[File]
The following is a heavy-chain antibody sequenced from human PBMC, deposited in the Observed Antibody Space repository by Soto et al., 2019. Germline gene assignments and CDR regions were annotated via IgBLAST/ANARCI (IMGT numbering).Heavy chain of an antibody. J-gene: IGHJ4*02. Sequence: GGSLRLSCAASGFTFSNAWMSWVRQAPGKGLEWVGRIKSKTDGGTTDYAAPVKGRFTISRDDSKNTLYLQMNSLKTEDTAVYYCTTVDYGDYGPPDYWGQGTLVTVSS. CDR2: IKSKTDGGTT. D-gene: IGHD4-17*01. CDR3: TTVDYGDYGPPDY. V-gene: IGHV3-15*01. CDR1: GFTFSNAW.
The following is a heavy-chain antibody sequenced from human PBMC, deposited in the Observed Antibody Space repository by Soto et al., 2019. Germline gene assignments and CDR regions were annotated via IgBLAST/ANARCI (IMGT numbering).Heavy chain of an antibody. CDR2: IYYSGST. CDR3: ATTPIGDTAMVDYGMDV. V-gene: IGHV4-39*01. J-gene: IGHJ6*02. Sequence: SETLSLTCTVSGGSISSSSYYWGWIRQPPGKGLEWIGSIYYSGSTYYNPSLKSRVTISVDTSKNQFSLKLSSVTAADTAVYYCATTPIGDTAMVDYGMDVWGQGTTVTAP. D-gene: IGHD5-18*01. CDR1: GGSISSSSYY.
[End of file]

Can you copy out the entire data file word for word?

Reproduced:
The following is a heavy-chain antibody sequenced from human PBMC, deposited in the Observed Antibody Space repository by Soto et al., 2019. Germline gene assignments and CDR regions were annotated via IgBLAST/ANARCI (IMGT numbering).Heavy chain of an antibody. J-gene: IGHJ4*02. Sequence: GGSLRLSCAASGFTFSNAWMSWVRQAPGKGLEWVGRIKSKTDGGTTDYAAPVKGRFTISRDDSKNTLYLQMNSLKTEDTAVYYCTTVDYGDYGPPDYWGQGTLVTVSS. CDR2: IKSKTDGGTT. D-gene: IGHD4-17*01. CDR3: TTVDYGDYGPPDY. V-gene: IGHV3-15*01. CDR1: GFTFSNAW.
The following is a heavy-chain antibody sequenced from human PBMC, deposited in the Observed Antibody Space repository by Soto et al., 2019. Germline gene assignments and CDR regions were annotated via IgBLAST/ANARCI (IMGT numbering).Heavy chain of an antibody. CDR2: IYYSGST. CDR3: ATTPIGDTAMVDYGMDV. V-gene: IGHV4-39*01. J-gene: IGHJ6*02. Sequence: SETLSLTCTVSGGSISSSSYYWGWIRQPPGKGLEWIGSIYYSGSTYYNPSLKSRVTISVDTSKNQFSLKLSSVTAADTAVYYCATTPIGDTAMVDYGMDVWGQGTTVTAP. D-gene: IGHD5-18*01. CDR1: GGSISSSSYY.